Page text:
In my previous post here I discussed why I was quitting Facebook, from the perspective of my objections to the site’s business practices and privacy concerns. These are external concerns that you either agree with or disagree with.
Today I want to talk about my personal reasons, which have nothing to do with Facebook itself and have everything to do with me and issues with social media.
It is hard to roll this up into a convenient sentence to display in bold below, but I feel as if I have to, and that right there is part of the problem.
If time and attention are the most valuable things in life, social media is the biggest threat to both.
Your time and attention are valuable commodities. It has always been true that you need to spend them in order to accomplish what you want, but in the connected information age it has actually become something commodified. Advertisers will pay to capture your attention, and as a result our daily lives are constantly under assault by competitors vying for your eyes and ears.
Naturally, you don’t actually get the money they’re spending for those things. The intermediary does – and that’s Facebook. You aren’t the customer, you are the product they sell to their real customers, the marketers.
In the industry people talk about making a site or a service “sticky”. To be more ugly about it every web site and social media service is trying to be a roach motel for your attention – you check in, but you never leave. They pander…I mean “personalize” to try to be more attractive to you.
So we end up firing up Facebook first thing in the morning, last thing at night, and keep it open or continually check it throughout the day. It is not addictive by accident. And you can tell if it is addictive if it ends up being the first thing you do when you have a free moment and you’re bored. Or you start to feel FOMO (Fear Of Missing Out) – something is going on out there that you aren’t in on.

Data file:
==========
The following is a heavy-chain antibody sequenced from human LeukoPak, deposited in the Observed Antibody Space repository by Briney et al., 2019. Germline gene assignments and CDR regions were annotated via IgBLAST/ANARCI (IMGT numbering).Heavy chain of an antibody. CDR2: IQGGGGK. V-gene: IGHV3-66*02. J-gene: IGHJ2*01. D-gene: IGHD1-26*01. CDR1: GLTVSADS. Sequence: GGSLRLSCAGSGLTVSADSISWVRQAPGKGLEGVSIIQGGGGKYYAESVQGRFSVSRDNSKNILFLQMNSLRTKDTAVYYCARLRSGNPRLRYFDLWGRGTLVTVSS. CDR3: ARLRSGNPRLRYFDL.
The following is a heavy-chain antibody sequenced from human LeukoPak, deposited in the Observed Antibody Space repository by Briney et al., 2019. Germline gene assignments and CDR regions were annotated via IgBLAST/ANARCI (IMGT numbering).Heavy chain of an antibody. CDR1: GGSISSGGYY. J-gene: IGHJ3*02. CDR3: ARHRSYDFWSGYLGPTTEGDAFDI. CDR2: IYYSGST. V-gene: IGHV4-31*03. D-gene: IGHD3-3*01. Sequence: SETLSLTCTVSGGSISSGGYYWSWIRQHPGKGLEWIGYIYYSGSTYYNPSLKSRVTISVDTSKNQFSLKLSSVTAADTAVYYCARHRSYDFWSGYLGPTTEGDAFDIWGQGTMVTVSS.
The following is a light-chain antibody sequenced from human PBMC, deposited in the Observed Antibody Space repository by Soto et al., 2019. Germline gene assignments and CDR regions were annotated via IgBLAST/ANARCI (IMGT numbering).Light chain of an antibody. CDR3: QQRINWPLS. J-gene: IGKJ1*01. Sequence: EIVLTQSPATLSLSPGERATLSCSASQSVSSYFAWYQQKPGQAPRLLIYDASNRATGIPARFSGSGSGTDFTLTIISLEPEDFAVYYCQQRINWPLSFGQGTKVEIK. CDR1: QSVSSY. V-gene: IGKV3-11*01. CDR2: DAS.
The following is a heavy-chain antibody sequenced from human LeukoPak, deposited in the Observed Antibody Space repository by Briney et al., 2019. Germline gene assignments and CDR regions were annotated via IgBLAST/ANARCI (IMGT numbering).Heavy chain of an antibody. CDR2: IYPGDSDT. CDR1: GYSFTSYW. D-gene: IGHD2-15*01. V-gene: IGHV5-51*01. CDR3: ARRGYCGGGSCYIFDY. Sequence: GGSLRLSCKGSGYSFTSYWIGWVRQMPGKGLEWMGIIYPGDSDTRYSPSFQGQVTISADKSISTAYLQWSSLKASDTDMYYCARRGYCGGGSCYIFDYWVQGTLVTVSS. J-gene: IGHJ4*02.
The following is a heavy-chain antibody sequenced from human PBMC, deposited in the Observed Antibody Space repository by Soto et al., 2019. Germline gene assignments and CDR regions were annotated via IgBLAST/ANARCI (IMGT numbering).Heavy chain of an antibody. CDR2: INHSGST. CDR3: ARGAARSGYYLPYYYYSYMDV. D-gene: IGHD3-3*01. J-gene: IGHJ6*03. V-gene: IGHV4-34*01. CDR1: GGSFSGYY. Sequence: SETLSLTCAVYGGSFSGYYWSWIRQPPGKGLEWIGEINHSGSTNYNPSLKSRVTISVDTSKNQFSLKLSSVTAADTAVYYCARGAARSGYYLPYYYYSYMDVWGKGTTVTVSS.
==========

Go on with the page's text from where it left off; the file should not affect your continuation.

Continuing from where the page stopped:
That isn’t an accident. That’s the “business plan”.
Now add in the near real-time nature of Facebook, or Twitter, or Instagram, or whatever. It isn’t just important that you know, it becomes critical that you know right now!!!
But what is so important that you have to be in the loop and constantly up to the minute?
- Your friend got a new puppy.
- A politician said something stupid.
- Somebody won an award.
- Outrage! Get your outrage here!
- Look at this cat/stupid human/music video.
This is symptomatic of a larger problem in society. At least that first thing on the list is personal and you might actually care. If they’re actually somebody you’re friends with. But even then, would knowing tomorrow, or the next day, or the next week really make much of a difference?
I don’t have a terribly good argument or answer here, but I have read more than one article about someone who gave up on Facebook and they rarely had something negative to say about it. If you are using that as a communication vehicle with your friends and family, there are other options that are more private (even if less convenient or timely).
However I can elucidate two benefits I hope to realize. First, I want to wean myself off Facebook as a pacifier when I have free time and nothing to do. By eliminating this distraction I have more time to devote to the things I’ve been putting off for so long because I’m too tired or don’t have the free time or whatever other excuse I can come up with. Second, I want to devote my time to things that reward the investment – reading long form journalism rather than meme photos, or even just spending a minute in line just being bored standing there in the real world.
I want to be clear that my reasons here are my own – they say more about me and my personality than they do about the merits or deficiencies of Facebook itself. I also recognize that Facebook in particular is of value for many people. I don’t argue that against it.
What I suggest is that you take a long hard look at Facebook – what you put in and the value you get out of it – and decide for yourself if it is worthy of your time and attention.
A Better Argument
Cal Newport explains it much more eloquently. Then again, that is his job.
Quit Social Media